This time, four years ago, I was crying.

I don’t have much to say, not because for lack of thoughts or emotions…but because at the heart of it, I miss him less as a public figure and more as a mentor and friend.

There’s more than a little pride that goes on in Minnesota politics in identifying oneself as close to the Wellstone legacy, and such, so I’ll explain for just briefly. At the time that I was first hospitalized on account of severe panic attacks, I was just closing my time working for Wellstone’s Senate Office in Minnesota.

My supervisor visited me in the hospital, an act of simple and even basic humanity that stunned me because of all the ways in which the mental health ward was presented as foreboding, scary, and alien.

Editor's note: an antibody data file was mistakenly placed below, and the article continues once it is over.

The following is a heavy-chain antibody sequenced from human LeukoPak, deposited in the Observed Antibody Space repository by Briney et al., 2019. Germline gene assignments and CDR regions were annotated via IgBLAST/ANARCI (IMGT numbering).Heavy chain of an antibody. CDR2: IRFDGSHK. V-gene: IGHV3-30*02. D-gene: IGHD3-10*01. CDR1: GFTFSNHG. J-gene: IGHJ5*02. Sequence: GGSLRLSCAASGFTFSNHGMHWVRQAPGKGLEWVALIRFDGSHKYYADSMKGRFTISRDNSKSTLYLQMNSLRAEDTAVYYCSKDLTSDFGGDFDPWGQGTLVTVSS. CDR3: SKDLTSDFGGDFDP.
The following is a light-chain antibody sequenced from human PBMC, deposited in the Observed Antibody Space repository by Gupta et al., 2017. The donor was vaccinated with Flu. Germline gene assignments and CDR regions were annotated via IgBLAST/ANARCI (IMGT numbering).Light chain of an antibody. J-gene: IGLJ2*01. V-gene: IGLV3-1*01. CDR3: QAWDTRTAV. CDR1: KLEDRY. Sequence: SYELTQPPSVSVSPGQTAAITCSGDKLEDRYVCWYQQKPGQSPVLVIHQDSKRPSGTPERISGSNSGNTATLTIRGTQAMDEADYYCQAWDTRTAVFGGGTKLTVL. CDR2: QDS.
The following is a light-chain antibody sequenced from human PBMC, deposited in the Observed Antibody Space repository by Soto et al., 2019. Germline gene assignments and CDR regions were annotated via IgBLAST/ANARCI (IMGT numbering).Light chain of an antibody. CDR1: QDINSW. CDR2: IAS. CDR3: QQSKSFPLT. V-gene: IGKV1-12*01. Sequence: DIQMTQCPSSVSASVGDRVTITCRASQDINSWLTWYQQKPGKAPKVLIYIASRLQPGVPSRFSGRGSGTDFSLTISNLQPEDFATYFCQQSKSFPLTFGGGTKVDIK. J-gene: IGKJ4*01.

The day I returned home, I got a call from Paul, wishing me well and hoping for my continued recovery.

I’ve scheduled such calls. I’ve written the letters that make it sound like Paul really cared about you. I’ve done all the grunt work that makes such moments of concern and connection possible. And I’m not jaded about it. He meant it all, and encouraged us to mean it too.

Shortly after I finished working with the campaign to go back to school, I was sent a copy of The Conscience of a Liberal. Paul had signed it with a subtle jab at my choice of a schools, a rival to Carlton where he’d taught and often spoke of returning to “retire.” With well wishes he reminded me to keep in touch.

I still do.